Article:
Four men accused of human smuggling not guilty

A B.C. Supreme Court judge acquitted the group involved in Tamil migrant case

VANCOUVER – Four Sri Lankan men accused of bringing dozens of Tamil migrants to Canada aboard a dilapidated cargo vessel eight years ago have been found not guilty of human smuggling.

Prosecutors argued that Francis Anthonimuthu Appulonappa, Hamalraj Handasamy, Jeyachandran Kanagarajah and Vignarajah Thevarajah helped organize the trafficking operation to profit from people looking for asylum in Canada.

But Justice Arne Silverman of the B.C. Supreme Court said the Crown failed to prove its case.

“I am also not satisfied that their actions were to obtain either directly or indirectly a financial or material benefit, or that any of the them obtained one,” he said.

The four men smiled, laughed and shook hands after the judge released his ruling in Vancouver.

The accused were part of a group of 76 young men who arrived on B.C.’s coast from Sri Lanka on the MV Ocean Lady in October 2009. The migrants were seeking refuge in Canada from a civil war that was ravaging their homeland, Silverman said in his decision.

The Supreme Court of Canada ruled in 2015 that people providing humanitarian aid, including family members, should not be captured by smuggling laws.

The Crown argued the top court’s exemptions didn’t apply because the accused helped organize and execute the voyage, which cost migrants thousands of dollars.

Silverman said while there was evidence of organized criminal activity in the smuggling operation, he wasn’t satisfied beyond a reasonable doubt that the men were connected to any crime.

“I have determined that these four accused were asylum seekers and that there is an air of reality to the defence of mutual aid.”

Phil Rankin, a lawyer for Kanagarajah, said he doesn’t expect the acquittal will prompt a surge in the number of asylum seekers making the dangerous ocean voyage.

“I think it’s a good message,” he said, speaking outside court. “The message is that those who profit should be prosecuted and those who seek asylum should not be prosecuted.

“You shouldn’t be convicted of trafficking because you attempted to get your wife and children and family and friends here.”

Kanagarajah, who was accused of helping some of the migrants travel to the MV Ocean Lady, said he doesn’t have the words to explain how happy he is with the judge’s decision.

Speaking outside court, Kanagarajah described how he and the other migrants were convinced partway through the ocean journey they would not survive.

“Most of the refugees believed that we were going to die, because there were so many storms, and the sea was very rough,” he said. “Fortunately we are here today.”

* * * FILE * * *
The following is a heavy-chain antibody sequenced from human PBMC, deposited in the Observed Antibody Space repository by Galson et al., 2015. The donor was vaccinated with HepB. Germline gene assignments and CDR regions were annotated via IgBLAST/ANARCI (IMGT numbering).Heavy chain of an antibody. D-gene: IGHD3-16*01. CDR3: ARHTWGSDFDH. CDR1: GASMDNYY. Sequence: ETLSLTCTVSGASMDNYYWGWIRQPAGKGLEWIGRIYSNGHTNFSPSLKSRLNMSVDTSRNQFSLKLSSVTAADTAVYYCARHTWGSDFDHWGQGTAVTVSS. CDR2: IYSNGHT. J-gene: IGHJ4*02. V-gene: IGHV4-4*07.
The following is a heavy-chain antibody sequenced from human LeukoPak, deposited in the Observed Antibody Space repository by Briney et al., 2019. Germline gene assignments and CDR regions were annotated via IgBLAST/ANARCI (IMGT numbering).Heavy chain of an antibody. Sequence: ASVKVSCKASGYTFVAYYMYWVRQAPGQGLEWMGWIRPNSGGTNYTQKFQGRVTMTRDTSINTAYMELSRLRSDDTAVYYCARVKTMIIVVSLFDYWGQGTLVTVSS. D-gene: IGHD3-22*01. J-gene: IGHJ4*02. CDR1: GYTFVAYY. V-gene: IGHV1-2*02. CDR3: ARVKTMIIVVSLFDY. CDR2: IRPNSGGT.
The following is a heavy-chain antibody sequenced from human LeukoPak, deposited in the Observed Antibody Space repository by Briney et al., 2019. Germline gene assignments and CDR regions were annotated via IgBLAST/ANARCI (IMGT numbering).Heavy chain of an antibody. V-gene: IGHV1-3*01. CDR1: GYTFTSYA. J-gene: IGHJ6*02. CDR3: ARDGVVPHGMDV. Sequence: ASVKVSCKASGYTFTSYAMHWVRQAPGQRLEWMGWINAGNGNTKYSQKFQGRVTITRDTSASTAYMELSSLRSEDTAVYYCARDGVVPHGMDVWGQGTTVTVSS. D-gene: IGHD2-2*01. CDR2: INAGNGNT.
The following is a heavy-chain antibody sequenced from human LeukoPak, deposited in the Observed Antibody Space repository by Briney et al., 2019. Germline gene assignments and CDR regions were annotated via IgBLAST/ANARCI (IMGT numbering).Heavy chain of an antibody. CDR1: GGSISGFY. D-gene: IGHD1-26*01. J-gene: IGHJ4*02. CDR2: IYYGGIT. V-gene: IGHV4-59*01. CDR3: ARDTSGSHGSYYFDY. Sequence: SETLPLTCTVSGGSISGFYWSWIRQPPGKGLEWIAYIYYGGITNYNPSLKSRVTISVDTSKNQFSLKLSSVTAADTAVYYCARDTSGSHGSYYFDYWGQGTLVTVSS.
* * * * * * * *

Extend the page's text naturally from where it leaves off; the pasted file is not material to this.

Kanagarajah said he still wants to become a Canadian citizen and plans to go to college to study business.

Geordon Omand, The Canadian Press

Just Posted

B.C. man convicted in fatal boat crash awaiting appeal date

Leon Reinbrecht maintains rights breached by delays

JoeAnna’s House fundraising campaign reaches $4.5 million

Offering ‘home away from home’ for families of KGH patients

Food truck options to expand in Salmon Arm

City council votes in new food truck regulations

New commercial development coming to council

Liquor outlet and 60-seat restaurant among uses proposed by applicant

Kelowna West byelection called for Feb. 14

Four candidate race to replace departed former B.C. premier Christy Clark

Solitary-confinement veto a chance to address mental health: advocate

B.C. Supreme Court made the landmark ruling Wednesday

KIJHL prospects shine in showcase game

Top players for Kootenay and Okanagan conferences put best skate forward.

Challenge issued to ‘Read for 15’

Regional district libraries to compete by asking patrons to read for 15 minutes on Jan. 26 and 27.

Winter storm coming to B.C. this weekend

The bets are on as to how much snow the province will actually get in the coming days

B.C. civil rights group files complaint about RCMP arrest of man who later died

Dale Culver, a 35-year-old Indigenous man was arrested in Prince George last July

Public asked to report bat sightings

White nose syndrome leads to bats flying in winter or death.

Lawyer says former B.C. government aide ‘barely guilty’ in ethnic vote scandal

Brian Bonney pleaded guilty to a breach of trust charge

Quite a few tears as homemade quilts distributed to residents of Ashcroft Reserve, Boston Flats affected by last summer’s fire

Quilters in B.C. and Alberta worked through the summer and fall to create more than 100 quilts.

Island Health: No need for alarm in wake of Victoria needle-prick incidents

Three incidents in a week prompts meeting between health authority, city service providers

Most Read